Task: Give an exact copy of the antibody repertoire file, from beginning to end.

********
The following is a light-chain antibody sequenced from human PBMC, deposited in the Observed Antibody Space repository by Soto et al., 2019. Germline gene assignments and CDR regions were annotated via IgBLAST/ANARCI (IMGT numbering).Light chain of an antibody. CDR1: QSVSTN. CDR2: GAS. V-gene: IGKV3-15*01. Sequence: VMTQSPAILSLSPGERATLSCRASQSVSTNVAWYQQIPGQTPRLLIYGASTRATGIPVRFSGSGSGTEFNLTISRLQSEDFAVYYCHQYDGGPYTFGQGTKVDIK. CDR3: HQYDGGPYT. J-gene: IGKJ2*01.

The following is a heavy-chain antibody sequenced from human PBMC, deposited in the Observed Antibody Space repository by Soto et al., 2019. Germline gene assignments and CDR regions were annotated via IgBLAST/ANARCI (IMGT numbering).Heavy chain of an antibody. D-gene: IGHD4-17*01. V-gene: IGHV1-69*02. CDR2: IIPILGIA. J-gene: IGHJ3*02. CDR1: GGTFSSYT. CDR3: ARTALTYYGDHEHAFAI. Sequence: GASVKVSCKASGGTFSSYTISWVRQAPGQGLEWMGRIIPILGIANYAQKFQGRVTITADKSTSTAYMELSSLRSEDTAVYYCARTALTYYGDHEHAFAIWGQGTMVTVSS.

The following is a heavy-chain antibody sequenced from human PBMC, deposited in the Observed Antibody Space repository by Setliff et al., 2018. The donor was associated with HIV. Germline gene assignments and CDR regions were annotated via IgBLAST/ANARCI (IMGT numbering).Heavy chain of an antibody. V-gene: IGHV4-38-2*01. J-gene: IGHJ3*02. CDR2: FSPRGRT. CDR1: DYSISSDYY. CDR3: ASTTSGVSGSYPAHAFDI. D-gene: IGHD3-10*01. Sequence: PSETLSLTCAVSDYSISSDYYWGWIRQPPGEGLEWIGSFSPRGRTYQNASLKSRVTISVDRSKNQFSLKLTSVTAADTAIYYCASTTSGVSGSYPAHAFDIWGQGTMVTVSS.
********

The following is a light-chain antibody sequenced from human PBMC, deposited in the Observed Antibody Space repository by Soto et al., 2019. Germline gene assignments and CDR regions were annotated via IgBLAST/ANARCI (IMGT numbering).Light chain of an antibody. CDR1: QSVSTN. CDR2: GAS. V-gene: IGKV3-15*01. Sequence: VMTQSPAILSLSPGERATLSCRASQSVSTNVAWYQQIPGQTPRLLIYGASTRATGIPVRFSGSGSGTEFNLTISRLQSEDFAVYYCHQYDGGPYTFGQGTKVDIK. CDR3: HQYDGGPYT. J-gene: IGKJ2*01.

The following is a heavy-chain antibody sequenced from human PBMC, deposited in the Observed Antibody Space repository by Soto et al., 2019. Germline gene assignments and CDR regions were annotated via IgBLAST/ANARCI (IMGT numbering).Heavy chain of an antibody. D-gene: IGHD4-17*01. V-gene: IGHV1-69*02. CDR2: IIPILGIA. J-gene: IGHJ3*02. CDR1: GGTFSSYT. CDR3: ARTALTYYGDHEHAFAI. Sequence: GASVKVSCKASGGTFSSYTISWVRQAPGQGLEWMGRIIPILGIANYAQKFQGRVTITADKSTSTAYMELSSLRSEDTAVYYCARTALTYYGDHEHAFAIWGQGTMVTVSS.

The following is a heavy-chain antibody sequenced from human PBMC, deposited in the Observed Antibody Space repository by Setliff et al., 2018. The donor was associated with HIV. Germline gene assignments and CDR regions were annotated via IgBLAST/ANARCI (IMGT numbering).Heavy chain of an antibody. V-gene: IGHV4-38-2*01. J-gene: IGHJ3*02. CDR2: FSPRGRT. CDR1: DYSISSDYY. CDR3: ASTTSGVSGSYPAHAFDI. D-gene: IGHD3-10*01. Sequence: PSETLSLTCAVSDYSISSDYYWGWIRQPPGEGLEWIGSFSPRGRTYQNASLKSRVTISVDRSKNQFSLKLTSVTAADTAIYYCASTTSGVSGSYPAHAFDIWGQGTMVTVSS.